I normally enjoy teen-oriented urban dance-pop as much as I enjoy scraping a rusty nail file across my gums. Odd, then, that I should find myself working for this media outlet. In any case, whilst drowsily consuming my daily cup of Cocoa Puffs in ViaCom's cafeteria ("the Lodge") yesterday morning, my ears were perked up by the strains of an immediately familiar hook, but employed in an entirely new fashion. Glancing up at one of the inescapable video monitors, I caught my first glimpse of the ludicrously sexy video for "S.O.S" by youthful Barbados dancehall vixen, Rihanna (she of "Pon De Replay" notoriety, for those of you who keep up with such things). Despite the title, Rihanna's "S.O.S." is not a cover of the heartbreaky Abba classic (from whence the Sex Pistols purportedly stole the riff for "Pretty Vacant"), but rather an original. But what caught my ears were the signature beeps and rapid-fire laser beams (for lack of better descriptions) from Soft Cell's `81 electro-pop classic, "Tainted Love," newly utilized to propell Rihanna's absurdly libidinous grind. While the aging rockist in me would usually snort dismissively and lament the pilferage, I have to confess that I think the usage of Dave Ball's primitive synth arsenal really works for this particular track. I should also point out that the singer in question is an insanely subptuous feast for the eyes, but that really has nothing to do with my appreciation for this song. Honest. For all my ears care, Rihanna could look like Ruth Buzzy so long as she keeps cranking out songs like this one.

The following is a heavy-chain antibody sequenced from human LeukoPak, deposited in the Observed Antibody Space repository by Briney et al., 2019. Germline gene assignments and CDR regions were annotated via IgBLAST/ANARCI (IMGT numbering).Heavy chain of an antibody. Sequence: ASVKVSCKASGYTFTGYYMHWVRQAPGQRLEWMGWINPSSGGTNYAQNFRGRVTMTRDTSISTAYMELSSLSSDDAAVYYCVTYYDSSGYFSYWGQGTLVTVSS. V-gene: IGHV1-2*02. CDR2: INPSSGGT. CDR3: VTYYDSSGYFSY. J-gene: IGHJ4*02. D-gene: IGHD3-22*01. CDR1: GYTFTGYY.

Rihanna's not fhe first artist, of course, to borrow the odd hook from out of the dusty New Wave attic. In 2002, Hip Hop producer Timbaland deftly inserted Bob Mothersbaugh's jerky riff from my beloved Devo's "Girl U Want" into Tweet's equally carnal "Oops, Oh My," though manipulated it to the extent that possibly only devoted Spudboys like myself would recognize it (listen for it, Devo nation, it's in there). Massive Attack used a snippet of the Cure's "10:15 Saturday Night" for "Man Next Door" on their suitably gloomy Mezzanine album, and fatuous cheese monkey, Will Smith, brazenly lifted the intro to "Rock the Casbah" by the Clash for "Will 2K," which is unacceptable on more levels than can be quantified (even if it's one of the Clash's least proud moments).
The comparatively recent advent of "mash-ups" has found odd pairings as well, such as the afore-mentioned Tweet track with XTC's "Making Plans for Nigel." UK dance outfit, Moloko, released a mix of their single "Cannot Contain This" which cribbed the keyboards and main riff from Killing Joke's "Love Like Blood". I'd still love to hear some maverick producer really up the ante and use, say, the riff from the Fall's "Cruiser's Creek" or the bassline from "Peaches" by the Stranglers or an Alan Vega scream from Suicide's "Frankie Teardrop" or that gurgling wail (a guitar?) from Throbbing Gristle's "Hamburger Lady." Hell, if Rihanna had used the comparatively sinister hook from Coil's rendering of "Tainted Love" (morphing the Northern Soul classic from bitter break-up song into disquieting funereal dirge) that really would've been something.
In any event, I was surprised to find that Rihanna's track isn't yet available on iTunes, but for those of you whose curiosity I've piqued, you can hear the track -- and see the video -- by clicking right here.